Aldi raises stakes in US price war with Walmart

Walmart is running price tests in 11 states, pushing vendors to undercut Aldi and other rivals by 15 per cent and is expected to spend about $6 billion to regain its title as the low-price leader  

ILLINOIS: German grocery chain Aldi Inc is trying to beat the world’s biggest retailer at its own game: low prices.
Already with 1,600 US stores, Aldi has set a minimum target of selling groceries at a 21 per cent discount to its US rivals, including Walmart Stores Inc, Chief Executive Jason Hart said.
His strategy, previously unreported, centres on adding more private-label goods, which are a retailer’s in-house brands, to win over price-sensitive customers, and a massive expansion to further disrupt a US grocery sector that has seen 18 companies go bankrupt since 2014.
Hart’s plan calls for spending $1.6 billion to expand and remodel 1,300 US stores, and open 400 new stores mainly in Florida, Texas and on both coasts by end of 2018.
He also pledged Aldi will be willing to change prices more frequently to respond to rivals if needed.
“We are re-merchandising, remodelling, enhancing our product range and are focused on gaining volume so more customers start their shopping at Aldi and we are able to complete their shopping lists more so than we have in the past,” said Hart, who added Aldi’s US sales have doubled in five years.
Though it only accounts for only about 1.5 per cent of the US grocery market, Aldi is growing at 15 per cent a year, whereas Walmart currently controls about 22 per cent of the market and its US sales are estimated to grow about 2 per cent this year, according to analysts.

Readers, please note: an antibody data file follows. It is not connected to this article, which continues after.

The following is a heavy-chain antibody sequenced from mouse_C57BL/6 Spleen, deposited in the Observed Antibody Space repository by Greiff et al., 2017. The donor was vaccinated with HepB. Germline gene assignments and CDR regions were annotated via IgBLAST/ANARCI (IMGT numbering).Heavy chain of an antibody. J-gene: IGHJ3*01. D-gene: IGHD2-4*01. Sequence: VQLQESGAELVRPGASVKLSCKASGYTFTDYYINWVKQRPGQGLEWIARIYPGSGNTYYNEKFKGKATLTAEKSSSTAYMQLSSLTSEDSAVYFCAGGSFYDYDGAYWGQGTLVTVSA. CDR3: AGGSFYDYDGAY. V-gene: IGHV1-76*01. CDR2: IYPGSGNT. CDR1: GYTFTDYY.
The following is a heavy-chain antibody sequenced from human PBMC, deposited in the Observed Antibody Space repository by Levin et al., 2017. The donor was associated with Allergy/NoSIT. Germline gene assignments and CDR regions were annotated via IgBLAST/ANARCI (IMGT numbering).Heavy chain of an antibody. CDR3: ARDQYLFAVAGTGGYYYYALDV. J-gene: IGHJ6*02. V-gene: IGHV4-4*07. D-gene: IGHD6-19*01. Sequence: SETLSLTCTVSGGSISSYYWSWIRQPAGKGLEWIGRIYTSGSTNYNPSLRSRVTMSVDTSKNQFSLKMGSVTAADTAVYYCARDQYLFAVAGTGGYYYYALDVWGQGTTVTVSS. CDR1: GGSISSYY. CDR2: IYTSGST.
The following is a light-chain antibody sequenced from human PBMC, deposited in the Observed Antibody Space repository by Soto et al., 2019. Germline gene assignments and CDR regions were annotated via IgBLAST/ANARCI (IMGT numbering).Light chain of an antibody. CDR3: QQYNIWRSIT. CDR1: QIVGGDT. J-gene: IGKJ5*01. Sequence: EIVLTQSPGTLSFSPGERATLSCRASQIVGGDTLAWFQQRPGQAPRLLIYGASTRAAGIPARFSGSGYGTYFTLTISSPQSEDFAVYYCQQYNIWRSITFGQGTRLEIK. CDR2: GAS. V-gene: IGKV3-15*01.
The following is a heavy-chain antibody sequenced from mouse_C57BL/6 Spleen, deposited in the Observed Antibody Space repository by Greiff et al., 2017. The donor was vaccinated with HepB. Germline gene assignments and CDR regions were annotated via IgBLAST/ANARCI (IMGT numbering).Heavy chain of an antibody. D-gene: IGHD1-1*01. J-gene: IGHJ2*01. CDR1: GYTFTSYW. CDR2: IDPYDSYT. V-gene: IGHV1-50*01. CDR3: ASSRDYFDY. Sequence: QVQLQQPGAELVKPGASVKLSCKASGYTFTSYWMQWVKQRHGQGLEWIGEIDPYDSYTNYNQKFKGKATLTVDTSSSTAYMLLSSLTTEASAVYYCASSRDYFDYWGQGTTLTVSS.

Aldi’s growth potential has competitors taking notice.
Reuters reported in February that Walmart is running price tests in 11 states, pushing vendors to undercut Aldi and other rivals by 15 per cent and is expected to spend about $6 billion to regain its title as the low-price leader.
Price wars are roiling the entire retail industry — from department stores to discount chains — but it is nowhere as intense as in the grocery sector.
Beyond Walmart’s move to match Aldi on price, German discount chain Lidl plans to open up to a 100 US stores in a year, and Amazon.com Inc is aggressively testing out various brick-and-mortar grocery formats along with growing Amazon Fresh, its grocery delivery service.
“We have not seen anything like this in the grocery sector in the United States before,” said Scott Mushkin, managing director of Wolfe Research and a leading pricing analyst.
Such heated competition risks a dangerous race to the bottom that could result in more retailers shutting their doors.
“Given Aldi’s expansion, Lidl’s entry, Walmart’s response and Amazon’s growing ambitions in this space, it is fair to expect a significant acceleration in the bankruptcy and liquidation cycle in this sector over the next few years,” said Burt Flickinger, managing director at retail consultancy Strategic Resource Group.
Aldi, has a simple strategy to win more customers: everyday low pricing, according to Hart.
“We don’t confuse our customers with yo-yo discounts, sales, coupons and loyalty cards that require membership fees,” he said.
Four analysts and consultants confirmed Aldi now offers the lowest prices in private label consumer products in the states it operates, although they did say Walmart is gaining ground in the states they are conducting price tests.
Hart said Aldi’s internal studies show its prices are 21 per cent lower than its lowest-priced rivals and the discount retailer intends to keep the advantage at least that strong going forward. — Reuters